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Special Market Update

Grain Market Commentary

Monday, July 27, 2020

By Rhett Montgomery, Associate Merchant, The Andersons

CORN

Old crop September corn traded 1.25c lower to start the week closing at $3.25, while new crop December 2020 corn was down half a cent, closing at $3.3450. Trade today was mixed trading slightly higher on the overnights before trading a couple pennies down for most of the day session. The market has consolidated in the past 7-10 days as it attempts to balance less threatening weather in the second half of July across much of the Midwest, with more optimistic demand prospects as the economies continue to recover from the March/April COVID shutdown, as well as China’s hog industry rebounding from the African Swine Fever outbreak in late 2019/early 2020.

Rain coverage continues to improve with much of the Midwest looking to receive some coverage this week before things turn dryer again over the next 10 days. The crop concerns over the first half of the month that led to the three-day 40c rally seem to have subsided for the most part. The USDA in their July WASDE report kept the 2020 yield unchanged at 178.5. It seems that many in the trade feel that number is on the high end, so the question now becomes how much of the top end did the hot June and dry first half of July take off of the corn yield and will the USDA adjust and at what pace. Crop conditions have been unchanged the past two weeks at 69% Good/Excellent. Overall feeling is that those should improve in this afternoons Crop Progress report out at 4pm EST.

On the opposite side of the balance sheet, demand is currently very strong as China has booked a considerable amount of U.S. corn primarily for the 2020/21 crop year. It is important to remember that China is a closed system when it comes to corn, importing only around 5-7 million metric tons per year. So far, the U.S. has booked just under 4 million metric tons for export to China in 2020/21, the previous record for the U.S. is 5M in 2011/12. Overall, the recent pace of corn export sales puts the U.S. on pace to meet the USDA estimate for the 2019/2020 crop but has many believing that the 2020/21 USDA estimate is now too light given the recent business with China.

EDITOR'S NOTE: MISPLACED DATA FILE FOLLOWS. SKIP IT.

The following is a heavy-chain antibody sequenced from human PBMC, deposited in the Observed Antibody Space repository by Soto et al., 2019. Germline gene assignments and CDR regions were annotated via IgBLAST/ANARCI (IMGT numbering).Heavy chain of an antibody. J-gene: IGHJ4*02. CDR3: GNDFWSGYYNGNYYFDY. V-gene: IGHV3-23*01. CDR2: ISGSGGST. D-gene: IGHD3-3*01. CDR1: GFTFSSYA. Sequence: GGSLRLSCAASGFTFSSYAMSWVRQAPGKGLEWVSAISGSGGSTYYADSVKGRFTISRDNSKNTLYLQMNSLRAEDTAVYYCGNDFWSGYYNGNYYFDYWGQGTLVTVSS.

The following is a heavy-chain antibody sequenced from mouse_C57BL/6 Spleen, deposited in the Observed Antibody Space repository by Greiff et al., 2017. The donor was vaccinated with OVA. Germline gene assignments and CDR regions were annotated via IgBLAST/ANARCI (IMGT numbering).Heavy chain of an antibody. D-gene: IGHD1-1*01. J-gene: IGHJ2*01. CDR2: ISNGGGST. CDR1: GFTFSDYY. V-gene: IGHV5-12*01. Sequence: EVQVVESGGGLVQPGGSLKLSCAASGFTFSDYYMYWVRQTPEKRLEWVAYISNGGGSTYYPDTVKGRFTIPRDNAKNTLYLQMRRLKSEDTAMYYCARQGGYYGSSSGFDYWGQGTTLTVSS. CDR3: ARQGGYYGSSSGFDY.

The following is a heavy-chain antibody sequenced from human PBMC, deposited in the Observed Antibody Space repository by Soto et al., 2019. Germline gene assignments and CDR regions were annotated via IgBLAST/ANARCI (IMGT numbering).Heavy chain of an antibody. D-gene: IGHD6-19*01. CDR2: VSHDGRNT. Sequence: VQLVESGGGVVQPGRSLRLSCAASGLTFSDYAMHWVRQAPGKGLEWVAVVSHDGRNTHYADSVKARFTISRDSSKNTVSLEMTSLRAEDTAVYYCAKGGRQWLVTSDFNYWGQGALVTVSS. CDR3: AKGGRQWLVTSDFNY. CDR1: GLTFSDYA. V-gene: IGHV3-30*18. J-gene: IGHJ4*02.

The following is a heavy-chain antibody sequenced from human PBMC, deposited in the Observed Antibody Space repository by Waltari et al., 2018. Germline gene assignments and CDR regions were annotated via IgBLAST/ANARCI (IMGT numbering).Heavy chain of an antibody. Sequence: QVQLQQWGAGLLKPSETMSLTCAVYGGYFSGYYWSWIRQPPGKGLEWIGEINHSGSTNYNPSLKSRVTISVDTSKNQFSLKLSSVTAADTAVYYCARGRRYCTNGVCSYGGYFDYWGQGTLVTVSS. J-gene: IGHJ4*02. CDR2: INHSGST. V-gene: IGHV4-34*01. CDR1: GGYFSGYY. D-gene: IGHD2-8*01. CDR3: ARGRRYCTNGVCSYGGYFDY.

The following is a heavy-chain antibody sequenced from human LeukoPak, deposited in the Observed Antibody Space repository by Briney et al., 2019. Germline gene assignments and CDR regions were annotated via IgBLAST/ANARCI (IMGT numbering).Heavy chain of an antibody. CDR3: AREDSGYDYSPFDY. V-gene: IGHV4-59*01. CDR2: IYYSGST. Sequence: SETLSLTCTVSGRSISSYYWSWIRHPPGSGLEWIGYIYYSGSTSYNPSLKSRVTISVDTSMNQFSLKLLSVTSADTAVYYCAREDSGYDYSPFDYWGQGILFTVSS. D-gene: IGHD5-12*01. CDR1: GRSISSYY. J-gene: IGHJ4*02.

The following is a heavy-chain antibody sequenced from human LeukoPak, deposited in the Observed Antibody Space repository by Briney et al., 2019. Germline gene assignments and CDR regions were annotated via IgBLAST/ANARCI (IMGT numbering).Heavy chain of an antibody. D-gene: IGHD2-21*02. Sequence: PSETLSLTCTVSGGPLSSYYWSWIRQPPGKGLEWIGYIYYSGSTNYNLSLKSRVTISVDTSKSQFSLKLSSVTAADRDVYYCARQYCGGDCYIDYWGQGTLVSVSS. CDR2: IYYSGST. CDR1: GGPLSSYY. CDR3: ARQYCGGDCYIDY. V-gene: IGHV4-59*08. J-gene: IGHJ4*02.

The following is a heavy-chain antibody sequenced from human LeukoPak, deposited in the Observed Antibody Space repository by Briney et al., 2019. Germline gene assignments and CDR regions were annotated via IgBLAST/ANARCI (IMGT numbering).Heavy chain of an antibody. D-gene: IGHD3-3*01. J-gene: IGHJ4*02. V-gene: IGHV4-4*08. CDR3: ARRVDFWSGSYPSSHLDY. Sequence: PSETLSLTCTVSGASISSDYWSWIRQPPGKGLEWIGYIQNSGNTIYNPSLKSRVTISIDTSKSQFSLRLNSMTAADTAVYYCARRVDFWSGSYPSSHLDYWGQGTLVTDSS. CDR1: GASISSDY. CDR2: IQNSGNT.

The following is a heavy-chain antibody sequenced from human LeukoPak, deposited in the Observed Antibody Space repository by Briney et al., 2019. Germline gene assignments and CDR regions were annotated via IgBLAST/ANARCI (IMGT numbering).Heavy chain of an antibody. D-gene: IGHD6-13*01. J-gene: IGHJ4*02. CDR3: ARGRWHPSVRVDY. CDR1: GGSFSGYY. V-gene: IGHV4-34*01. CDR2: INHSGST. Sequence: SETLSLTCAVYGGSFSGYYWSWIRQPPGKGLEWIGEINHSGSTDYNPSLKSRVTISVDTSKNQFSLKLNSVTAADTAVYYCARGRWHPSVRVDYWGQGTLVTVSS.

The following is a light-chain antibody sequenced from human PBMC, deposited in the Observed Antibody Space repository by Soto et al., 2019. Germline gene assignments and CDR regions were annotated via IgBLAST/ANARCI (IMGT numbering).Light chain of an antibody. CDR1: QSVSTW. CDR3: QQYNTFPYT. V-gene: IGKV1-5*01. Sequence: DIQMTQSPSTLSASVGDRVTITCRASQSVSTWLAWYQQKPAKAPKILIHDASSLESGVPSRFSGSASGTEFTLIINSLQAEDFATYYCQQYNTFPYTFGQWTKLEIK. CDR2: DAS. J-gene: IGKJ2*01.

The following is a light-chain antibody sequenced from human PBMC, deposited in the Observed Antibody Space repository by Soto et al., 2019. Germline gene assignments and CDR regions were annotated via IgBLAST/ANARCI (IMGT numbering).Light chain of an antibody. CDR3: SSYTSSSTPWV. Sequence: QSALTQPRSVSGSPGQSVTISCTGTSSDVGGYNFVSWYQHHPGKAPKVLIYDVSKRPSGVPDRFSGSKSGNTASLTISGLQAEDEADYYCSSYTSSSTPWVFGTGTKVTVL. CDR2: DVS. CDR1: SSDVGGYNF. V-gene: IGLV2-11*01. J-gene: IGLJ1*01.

In technicals, December corn has held support three times when testing 3.30 but has failed to recover above $3.40. The move is currently stuck in an increasingly tight range. The target for any rally would be to fill the gap from the 13th of July with a move up to $3.4175. Beyond that resistance is at $3.47. Any move lower would meet support at $3.30, followed by $3.27 and lastly the late June low of $3.22.

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SOYBEANS

November soybeans traded up half a penny, closing at $8.9975 to start the week. Support today came from an early morning announcement of a daily sale of soybeans to China and Mexico for 2020/21 totaling about 380K metric tons. Outstanding sales to China for the next crop year now stand at the highest level since 2013/14. The flip side of this story is that on old crop beans Brazil continues to be far and away the main supplier of soybeans to China, shipping a record total thus far, with a huge June number which was double June 2019’s level.  U.S./China relations also continue to be a roller coaster as last week China closed its consulate in Houston and the U.S. responded by closing its consulate in Chengdu, this has kept the soybean market in check as it again struggled to sustain any price movement above $9.00.

On the supply side of things, although weather and yield prospects look fairly good thus far and have improved slightly throughout July, August is really the key month for soybeans and the weather will be very important to watch as it will set the tone for what kind of bean yields we will be seeing come fall. Currently the USDA is using a 49.8 BPA yield vs last year’s final yield of 47.4 BPA.

In technicals, today marks the 4th time in the past 6 trading sessions that the market has traded above but failed to close above $9.00. We saw closed at $9.00 even on 20th and 23rd but both days were followed by down days the next day. If we were to break the $9.00 resistance any move to the upside would be met with resistance at the 200 day Moving average at $9.09. Any move to the downside would have support levels at $8.95, and below that at $8.88.

The Andersons Special Report